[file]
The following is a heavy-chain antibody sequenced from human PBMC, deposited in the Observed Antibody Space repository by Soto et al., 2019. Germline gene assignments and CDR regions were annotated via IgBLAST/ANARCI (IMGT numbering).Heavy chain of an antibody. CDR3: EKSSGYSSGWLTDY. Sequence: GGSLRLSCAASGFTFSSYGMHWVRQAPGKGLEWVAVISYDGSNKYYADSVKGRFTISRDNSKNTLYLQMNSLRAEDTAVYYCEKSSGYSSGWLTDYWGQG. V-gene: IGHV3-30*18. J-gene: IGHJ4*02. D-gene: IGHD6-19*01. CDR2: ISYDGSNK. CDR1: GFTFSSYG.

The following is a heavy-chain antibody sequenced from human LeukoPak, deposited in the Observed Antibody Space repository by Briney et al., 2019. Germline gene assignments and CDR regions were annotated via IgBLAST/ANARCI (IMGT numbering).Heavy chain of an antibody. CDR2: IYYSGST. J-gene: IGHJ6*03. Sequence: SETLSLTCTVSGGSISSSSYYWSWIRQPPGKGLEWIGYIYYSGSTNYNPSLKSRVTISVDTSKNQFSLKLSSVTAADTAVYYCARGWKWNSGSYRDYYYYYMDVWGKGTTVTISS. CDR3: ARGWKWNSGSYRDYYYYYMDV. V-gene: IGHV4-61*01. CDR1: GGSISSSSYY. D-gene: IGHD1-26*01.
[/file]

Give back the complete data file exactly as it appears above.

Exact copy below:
The following is a heavy-chain antibody sequenced from human PBMC, deposited in the Observed Antibody Space repository by Soto et al., 2019. Germline gene assignments and CDR regions were annotated via IgBLAST/ANARCI (IMGT numbering).Heavy chain of an antibody. CDR3: EKSSGYSSGWLTDY. Sequence: GGSLRLSCAASGFTFSSYGMHWVRQAPGKGLEWVAVISYDGSNKYYADSVKGRFTISRDNSKNTLYLQMNSLRAEDTAVYYCEKSSGYSSGWLTDYWGQG. V-gene: IGHV3-30*18. J-gene: IGHJ4*02. D-gene: IGHD6-19*01. CDR2: ISYDGSNK. CDR1: GFTFSSYG.

The following is a heavy-chain antibody sequenced from human LeukoPak, deposited in the Observed Antibody Space repository by Briney et al., 2019. Germline gene assignments and CDR regions were annotated via IgBLAST/ANARCI (IMGT numbering).Heavy chain of an antibody. CDR2: IYYSGST. J-gene: IGHJ6*03. Sequence: SETLSLTCTVSGGSISSSSYYWSWIRQPPGKGLEWIGYIYYSGSTNYNPSLKSRVTISVDTSKNQFSLKLSSVTAADTAVYYCARGWKWNSGSYRDYYYYYMDVWGKGTTVTISS. CDR3: ARGWKWNSGSYRDYYYYYMDV. V-gene: IGHV4-61*01. CDR1: GGSISSSSYY. D-gene: IGHD1-26*01.